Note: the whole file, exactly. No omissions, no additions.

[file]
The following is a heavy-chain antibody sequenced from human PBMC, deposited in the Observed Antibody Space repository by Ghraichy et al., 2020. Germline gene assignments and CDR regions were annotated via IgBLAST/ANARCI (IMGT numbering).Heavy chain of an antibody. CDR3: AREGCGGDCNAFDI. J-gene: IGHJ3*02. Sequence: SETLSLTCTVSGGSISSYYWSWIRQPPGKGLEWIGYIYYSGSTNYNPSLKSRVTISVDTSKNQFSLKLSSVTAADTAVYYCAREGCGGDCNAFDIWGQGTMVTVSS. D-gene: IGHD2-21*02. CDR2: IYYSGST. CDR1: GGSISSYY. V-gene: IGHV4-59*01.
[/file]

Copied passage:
The following is a heavy-chain antibody sequenced from human PBMC, deposited in the Observed Antibody Space repository by Ghraichy et al., 2020. Germline gene assignments and CDR regions were annotated via IgBLAST/ANARCI (IMGT numbering).Heavy chain of an antibody. CDR3: AREGCGGDCNAFDI. J-gene: IGHJ3*02. Sequence: SETLSLTCTVSGGSISSYYWSWIRQPPGKGLEWIGYIYYSGSTNYNPSLKSRVTISVDTSKNQFSLKLSSVTAADTAVYYCAREGCGGDCNAFDIWGQGTMVTVSS. D-gene: IGHD2-21*02. CDR2: IYYSGST. CDR1: GGSISSYY. V-gene: IGHV4-59*01.